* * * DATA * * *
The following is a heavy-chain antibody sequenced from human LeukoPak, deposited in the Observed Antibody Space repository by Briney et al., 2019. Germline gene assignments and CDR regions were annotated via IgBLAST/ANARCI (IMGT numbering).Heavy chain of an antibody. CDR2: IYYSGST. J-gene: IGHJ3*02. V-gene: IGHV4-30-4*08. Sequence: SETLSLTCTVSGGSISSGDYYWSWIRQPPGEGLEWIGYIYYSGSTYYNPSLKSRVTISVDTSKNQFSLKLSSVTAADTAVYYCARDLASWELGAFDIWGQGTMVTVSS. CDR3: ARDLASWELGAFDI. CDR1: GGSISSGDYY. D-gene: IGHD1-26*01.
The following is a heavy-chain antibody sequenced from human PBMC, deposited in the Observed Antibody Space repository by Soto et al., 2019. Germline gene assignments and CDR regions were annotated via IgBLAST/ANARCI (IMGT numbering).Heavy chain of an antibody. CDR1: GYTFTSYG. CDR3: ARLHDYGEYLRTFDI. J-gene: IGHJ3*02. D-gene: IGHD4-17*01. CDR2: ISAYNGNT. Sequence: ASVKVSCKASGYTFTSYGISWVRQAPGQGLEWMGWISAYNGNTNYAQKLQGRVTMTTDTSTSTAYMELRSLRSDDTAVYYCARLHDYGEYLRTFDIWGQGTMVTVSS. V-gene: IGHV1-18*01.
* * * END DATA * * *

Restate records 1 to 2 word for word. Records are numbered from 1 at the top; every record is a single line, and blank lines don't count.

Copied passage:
The following is a heavy-chain antibody sequenced from human LeukoPak, deposited in the Observed Antibody Space repository by Briney et al., 2019. Germline gene assignments and CDR regions were annotated via IgBLAST/ANARCI (IMGT numbering).Heavy chain of an antibody. CDR2: IYYSGST. J-gene: IGHJ3*02. V-gene: IGHV4-30-4*08. Sequence: SETLSLTCTVSGGSISSGDYYWSWIRQPPGEGLEWIGYIYYSGSTYYNPSLKSRVTISVDTSKNQFSLKLSSVTAADTAVYYCARDLASWELGAFDIWGQGTMVTVSS. CDR3: ARDLASWELGAFDI. CDR1: GGSISSGDYY. D-gene: IGHD1-26*01.
The following is a heavy-chain antibody sequenced from human PBMC, deposited in the Observed Antibody Space repository by Soto et al., 2019. Germline gene assignments and CDR regions were annotated via IgBLAST/ANARCI (IMGT numbering).Heavy chain of an antibody. CDR1: GYTFTSYG. CDR3: ARLHDYGEYLRTFDI. J-gene: IGHJ3*02. D-gene: IGHD4-17*01. CDR2: ISAYNGNT. Sequence: ASVKVSCKASGYTFTSYGISWVRQAPGQGLEWMGWISAYNGNTNYAQKLQGRVTMTTDTSTSTAYMELRSLRSDDTAVYYCARLHDYGEYLRTFDIWGQGTMVTVSS. V-gene: IGHV1-18*01.